Texas School Basketball Team Rallies Around Player with Cancer
(FRISCO, Texas) — A high school basketball team in Texas is proving the old adage, “there’s no ‘I’ in team,” true by rallying around a senior player diagnosed with testicular cancer.
Justin Nicholas, 18, a senior at Wakeland High School in Frisco, Texas, was diagnosed with testicular cancer in late December after discovering lumps on his body. Doctors found the cancerous tumors had spread to Nicholas’ lymph nodes, stomach and neck, forcing the four-year basketball player, who had been playing basketball up to a week before his Christmas Eve surgery, to cut his senior season short.
Nicholas’ teammates on the Wakeland varsity team responded by rallying to his aid, holding “pass the bucket” fundraising drives at the halftime of their home games and holding a “shoot-a-thon” to raise money to help defray his medical costs.
“The insurance is paying some of the costs but each time he goes into the hospital [for chemotherapy] it’s a five-day stay,” Nicholas’ mother, Gayla, told ABC News. “He just did a stem cell collection in case he needs a transplant in the future. We don’t even have any idea what the total is going to be.”
Nicholas will begin his fourth round of chemotherapy treatment next week. In between his treatments he’s been a fixture on the sidelines and last week he got the chance to shoot the last bucket of his high school basketball career.
The team honored Nicholas on its senior night Feb. 12, presenting him with a signed team poster, the game ball and allowing Nicholas to score the first basket of the game against Heritage High School.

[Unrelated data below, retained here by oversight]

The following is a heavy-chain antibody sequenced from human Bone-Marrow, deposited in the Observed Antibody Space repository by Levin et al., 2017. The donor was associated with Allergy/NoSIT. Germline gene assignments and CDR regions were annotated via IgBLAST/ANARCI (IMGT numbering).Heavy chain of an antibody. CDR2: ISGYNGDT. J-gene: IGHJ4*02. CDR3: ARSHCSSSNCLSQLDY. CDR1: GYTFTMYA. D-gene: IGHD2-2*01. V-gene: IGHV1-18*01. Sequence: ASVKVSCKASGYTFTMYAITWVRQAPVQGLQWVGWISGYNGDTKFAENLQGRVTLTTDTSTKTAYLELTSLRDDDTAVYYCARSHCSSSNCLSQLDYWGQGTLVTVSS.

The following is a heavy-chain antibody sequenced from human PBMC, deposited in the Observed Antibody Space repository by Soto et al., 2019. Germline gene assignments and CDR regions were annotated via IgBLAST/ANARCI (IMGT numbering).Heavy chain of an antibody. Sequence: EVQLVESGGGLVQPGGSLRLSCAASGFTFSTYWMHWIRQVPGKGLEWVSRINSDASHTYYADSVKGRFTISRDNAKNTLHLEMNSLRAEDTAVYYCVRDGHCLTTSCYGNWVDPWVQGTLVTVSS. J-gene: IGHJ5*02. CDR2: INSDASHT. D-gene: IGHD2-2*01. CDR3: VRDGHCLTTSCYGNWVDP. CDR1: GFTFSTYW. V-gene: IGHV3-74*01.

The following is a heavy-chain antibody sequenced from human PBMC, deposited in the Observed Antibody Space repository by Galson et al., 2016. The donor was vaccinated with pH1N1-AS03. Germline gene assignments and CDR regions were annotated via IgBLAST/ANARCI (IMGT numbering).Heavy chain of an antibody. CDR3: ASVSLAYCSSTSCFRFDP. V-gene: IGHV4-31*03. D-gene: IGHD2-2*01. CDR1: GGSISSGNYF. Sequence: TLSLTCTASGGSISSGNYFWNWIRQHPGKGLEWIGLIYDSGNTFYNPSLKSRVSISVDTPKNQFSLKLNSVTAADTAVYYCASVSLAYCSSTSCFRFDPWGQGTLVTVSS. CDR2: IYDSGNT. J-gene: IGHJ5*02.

“Justin never thought he’d get to play again so that meant a lot, that his coach did that for him,” Gayla Nicholas said, also noting that the opposing team, Heritage High, gave the family a $500 check — $100 of their own donations along with $400 raised by another local high school.
In all, Gayla Nicholas says, the basketball team and Wakeland High have raised almost $15,000 for Nicholas and his treatment. Friends of the family — which also includes Nicholas’ dad, Wayne, and brother, Drew — and the local Frisco community have also made donations and tributes on his Caring Bridge page.
Nicholas is being home-schooled for his final semester of high school and still planning to attend the University of Arkansas in the fall. After his fourth round of chemotherapy is completed early next month, doctors will do a full-body scan to see if his tumors are continuing to shrink and then decide on the next course of treatment.
“That’ll be a fork in the road where we have to make more decisions,” Gayla Nicholas said.
The generosity from his fellow teammates and the medical team working to get him well have already led Nicholas towards a major decision himself.
The student, once planning to major in sports marketing in college, is now leaning towards a career in nursing, his mother said.
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